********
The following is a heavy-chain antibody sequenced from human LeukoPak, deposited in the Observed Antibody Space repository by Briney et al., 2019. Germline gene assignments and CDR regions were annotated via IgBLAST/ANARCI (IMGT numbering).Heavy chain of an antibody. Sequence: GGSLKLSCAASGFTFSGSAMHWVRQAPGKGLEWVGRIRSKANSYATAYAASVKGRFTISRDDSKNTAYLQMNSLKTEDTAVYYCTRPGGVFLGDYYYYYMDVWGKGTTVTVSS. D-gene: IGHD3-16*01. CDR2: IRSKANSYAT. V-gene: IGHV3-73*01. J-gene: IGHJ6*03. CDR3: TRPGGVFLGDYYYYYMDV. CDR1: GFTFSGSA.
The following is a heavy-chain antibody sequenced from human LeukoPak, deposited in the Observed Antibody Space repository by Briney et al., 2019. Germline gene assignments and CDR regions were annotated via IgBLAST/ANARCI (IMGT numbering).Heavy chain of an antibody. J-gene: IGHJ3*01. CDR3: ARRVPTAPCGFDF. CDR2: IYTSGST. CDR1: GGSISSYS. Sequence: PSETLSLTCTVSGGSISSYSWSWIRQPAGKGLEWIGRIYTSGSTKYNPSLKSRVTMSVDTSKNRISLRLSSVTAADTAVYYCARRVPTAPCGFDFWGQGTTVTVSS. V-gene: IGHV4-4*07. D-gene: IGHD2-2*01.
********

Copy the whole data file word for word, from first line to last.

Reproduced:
The following is a heavy-chain antibody sequenced from human LeukoPak, deposited in the Observed Antibody Space repository by Briney et al., 2019. Germline gene assignments and CDR regions were annotated via IgBLAST/ANARCI (IMGT numbering).Heavy chain of an antibody. Sequence: GGSLKLSCAASGFTFSGSAMHWVRQAPGKGLEWVGRIRSKANSYATAYAASVKGRFTISRDDSKNTAYLQMNSLKTEDTAVYYCTRPGGVFLGDYYYYYMDVWGKGTTVTVSS. D-gene: IGHD3-16*01. CDR2: IRSKANSYAT. V-gene: IGHV3-73*01. J-gene: IGHJ6*03. CDR3: TRPGGVFLGDYYYYYMDV. CDR1: GFTFSGSA.
The following is a heavy-chain antibody sequenced from human LeukoPak, deposited in the Observed Antibody Space repository by Briney et al., 2019. Germline gene assignments and CDR regions were annotated via IgBLAST/ANARCI (IMGT numbering).Heavy chain of an antibody. J-gene: IGHJ3*01. CDR3: ARRVPTAPCGFDF. CDR2: IYTSGST. CDR1: GGSISSYS. Sequence: PSETLSLTCTVSGGSISSYSWSWIRQPAGKGLEWIGRIYTSGSTKYNPSLKSRVTMSVDTSKNRISLRLSSVTAADTAVYYCARRVPTAPCGFDFWGQGTTVTVSS. V-gene: IGHV4-4*07. D-gene: IGHD2-2*01.